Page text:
Immediately after the Minister’s presentation the Speaker adjourned the House until Tuesday 28th July, when debate will continue. In the meantime – while the Senate takes its turn to sit this week – members of the National Assembly will have ten days recess in which to digest the implications of the Minister’s statement. The Portfolio Committee on Budget, Finance and Economic Development was due to meet yesterday, Monday 20th July in order to deliberate on the statement. The committee’s reaction will be reported to the House early in the debate that will take place next week, beginning on 28th July.
Other Business in the National Assembly Last Week
No progress was made on the several Bills waiting for the House’s further attention, as listed in Bill Watch 46/2020 dated 10th July [link], including the Constitution of Zimbabwe Amendment (No. 2) Bill.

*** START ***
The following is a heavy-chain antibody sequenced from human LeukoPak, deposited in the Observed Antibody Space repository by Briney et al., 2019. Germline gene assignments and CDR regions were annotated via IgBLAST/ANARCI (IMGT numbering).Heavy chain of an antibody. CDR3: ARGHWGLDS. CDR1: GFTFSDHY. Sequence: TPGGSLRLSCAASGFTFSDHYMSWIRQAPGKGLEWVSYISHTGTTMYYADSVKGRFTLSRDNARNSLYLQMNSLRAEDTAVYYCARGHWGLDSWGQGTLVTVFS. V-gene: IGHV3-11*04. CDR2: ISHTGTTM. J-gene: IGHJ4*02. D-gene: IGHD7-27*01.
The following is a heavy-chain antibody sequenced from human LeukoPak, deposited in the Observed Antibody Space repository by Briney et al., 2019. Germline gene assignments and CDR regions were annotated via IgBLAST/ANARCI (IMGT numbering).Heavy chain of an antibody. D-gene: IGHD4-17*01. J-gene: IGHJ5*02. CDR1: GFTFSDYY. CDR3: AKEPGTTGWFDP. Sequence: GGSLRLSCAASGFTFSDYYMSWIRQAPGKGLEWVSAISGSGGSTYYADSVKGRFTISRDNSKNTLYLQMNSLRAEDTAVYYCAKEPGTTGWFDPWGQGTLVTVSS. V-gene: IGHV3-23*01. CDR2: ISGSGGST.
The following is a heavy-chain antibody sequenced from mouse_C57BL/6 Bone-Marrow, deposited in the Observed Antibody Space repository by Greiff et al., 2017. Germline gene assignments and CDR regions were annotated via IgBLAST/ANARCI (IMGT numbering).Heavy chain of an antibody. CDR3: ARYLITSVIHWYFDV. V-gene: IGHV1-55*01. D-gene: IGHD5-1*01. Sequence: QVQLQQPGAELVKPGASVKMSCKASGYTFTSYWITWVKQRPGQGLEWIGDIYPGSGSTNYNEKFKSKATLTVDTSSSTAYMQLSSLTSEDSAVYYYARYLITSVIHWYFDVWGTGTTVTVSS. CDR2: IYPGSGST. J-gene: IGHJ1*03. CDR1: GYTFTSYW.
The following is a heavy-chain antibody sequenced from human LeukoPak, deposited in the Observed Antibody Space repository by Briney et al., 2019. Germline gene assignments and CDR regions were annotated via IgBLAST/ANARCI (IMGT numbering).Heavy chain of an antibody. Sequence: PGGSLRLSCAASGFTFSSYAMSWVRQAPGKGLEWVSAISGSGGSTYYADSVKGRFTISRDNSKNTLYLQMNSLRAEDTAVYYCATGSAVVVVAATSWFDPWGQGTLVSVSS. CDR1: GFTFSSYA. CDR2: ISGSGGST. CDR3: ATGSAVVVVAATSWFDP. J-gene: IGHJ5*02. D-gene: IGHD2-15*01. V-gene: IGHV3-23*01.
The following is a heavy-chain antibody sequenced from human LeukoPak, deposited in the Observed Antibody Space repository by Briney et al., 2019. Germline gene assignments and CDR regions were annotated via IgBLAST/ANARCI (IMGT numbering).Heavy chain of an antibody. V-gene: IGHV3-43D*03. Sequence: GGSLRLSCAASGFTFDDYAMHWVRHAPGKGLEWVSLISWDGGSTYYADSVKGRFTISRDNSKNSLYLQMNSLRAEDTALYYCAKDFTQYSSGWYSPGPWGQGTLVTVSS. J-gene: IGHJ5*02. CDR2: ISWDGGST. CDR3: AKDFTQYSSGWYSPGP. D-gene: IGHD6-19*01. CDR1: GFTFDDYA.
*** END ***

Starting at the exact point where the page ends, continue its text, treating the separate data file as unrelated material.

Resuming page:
Portfolio Committee reports
On Tuesday 14th July two reports were presented and discussed, taking up the whole sitting until the adjournment at 6.19 pm:
- 2020 Zimbabwe Cotton Marketing Season: The Farmer’s Experience [Portfolio Committee on Lands, Agriculture, Water and Rural Resettlement] This report was presented by committee chairperson Hon Wadyajena and debated at length.
- Violation of Rights of Young Adults upon Discharge from Residential Child Care Facilities [Portfolio Committee on Public Service, Labour and Social Welfare] This report on a petition by was presented by Hon E. Ncube
On Wednesday 15th July after Question Time one report was presented: